COMPARATIVE STUDY
JOURNAL ARTICLE

Comparability of weight loss reporting after gastric bypass and sleeve gastrectomy using BOLD data 2008-2011

John P Sczepaniak, Milton L Owens, Heena Shukla, John Perlegos, William Garner
Obesity Surgery 2015, 25 (5): 788-95
25394587

BACKGROUND: Weight loss after bariatric surgery is commonly reported as either a percentage of initial body weight (%IBW) or 100% minus %IBW which is a percentage of total weight loss (%TWL). These are basically equivalent expressions. Weight loss is also reported as %EWL or as a percentage of excess body mass index loss (%EBMIL). These last two expressions incorporate the concepts of ideal body weight and BMI = 25 as reference points. More straightforward but less commonly used is absolute weight loss. This study compares these various measures using the Bariatric Outcomes Longitudinal Database (BOLD).

METHODS: BOLD data, 2008-2011, was accessed for outcomes on 239,659 gastric bypass (GB) and sleeve gastrectomy (SG) patients with approval of the Surgical Review Corporation. The outcome data was converted into %TWL, %EWL, and %EBMIL. %EBMIL was varied by changing the reference BMI from 1 to 25 kg/m(2). The post operation data was analyzed for both procedures. Variation coefficients (VC) were compared using different measurements on the same data pool. We assumed that the lesser the variation, the more reliable the measure is, and therefore, we made use of the VC to compare the different reporting methods.

RESULTS: There were 164,247 patients who remained after removal of errors and missing data. Demographics are as follows: 78.1% female, 73.1% white, 12.5% black, 8.71% Hispanic, 81.6% GB, 18.4% SG, mean age of 44.8 years, height of 167.0 cm, weight of 132.0 kg, and BMI of 47.1 kg/m(2). GB patients had 26.8%TWL at 6 months (VC = 21.5) and 34.2%TWL at 12 months (VC = 27.0). %EWL was 54.7 at 6 months (VC = 27.3) and 69.4 at 12 months (VC = 30.9). Varying the reference BMI for %EBMIL showed the lowest VC to be 0-2 kg/m(2) for GB up to 12 months post operation. SG patients had 24.0%TWL at 6 months (VC = 25.4) and 29.5 at 12 months (VC = 30.5). %EWL was 50.0% at 6 months (VC = 31.4) and 60.2% at 12 months (VC = 34.5). Varying the reference BMI for %EBMIL showed that the lowest VC occurred when the reference weight was chosen as 0 kg/m(2) for both GB and SG. %TWL or, equivalently, %IBW had the lowest variation coefficient and therefore is the more accurate measure of weight loss following bariatric surgery.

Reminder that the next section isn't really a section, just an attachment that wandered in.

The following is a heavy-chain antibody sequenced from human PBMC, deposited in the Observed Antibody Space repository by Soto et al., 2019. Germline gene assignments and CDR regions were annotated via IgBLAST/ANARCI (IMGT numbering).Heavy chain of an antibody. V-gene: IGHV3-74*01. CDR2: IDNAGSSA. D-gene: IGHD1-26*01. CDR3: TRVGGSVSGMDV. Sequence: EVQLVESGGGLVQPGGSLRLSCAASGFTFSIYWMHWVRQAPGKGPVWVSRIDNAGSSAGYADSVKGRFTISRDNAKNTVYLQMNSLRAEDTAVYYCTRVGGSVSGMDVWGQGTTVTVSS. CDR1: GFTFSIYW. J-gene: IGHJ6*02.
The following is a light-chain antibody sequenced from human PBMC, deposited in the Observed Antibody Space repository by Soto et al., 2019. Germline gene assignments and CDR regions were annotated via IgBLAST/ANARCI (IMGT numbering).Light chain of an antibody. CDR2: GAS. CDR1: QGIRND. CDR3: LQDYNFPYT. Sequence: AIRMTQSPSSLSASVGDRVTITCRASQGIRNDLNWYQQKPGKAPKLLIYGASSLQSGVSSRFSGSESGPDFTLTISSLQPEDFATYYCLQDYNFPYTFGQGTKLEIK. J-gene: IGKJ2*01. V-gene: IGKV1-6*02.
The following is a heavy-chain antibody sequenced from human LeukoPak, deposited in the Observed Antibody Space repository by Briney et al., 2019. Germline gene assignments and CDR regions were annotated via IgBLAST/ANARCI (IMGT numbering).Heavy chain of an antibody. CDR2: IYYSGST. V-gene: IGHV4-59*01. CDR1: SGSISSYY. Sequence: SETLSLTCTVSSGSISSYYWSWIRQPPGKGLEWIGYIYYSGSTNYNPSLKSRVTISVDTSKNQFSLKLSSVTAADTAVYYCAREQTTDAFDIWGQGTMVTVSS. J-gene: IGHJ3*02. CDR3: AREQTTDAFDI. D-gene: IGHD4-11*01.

CONCLUSIONS: For ease and accuracy of comparison, the percentage of initial body weight or percentage of total weight loss should be used for the expression of weight loss after surgery.

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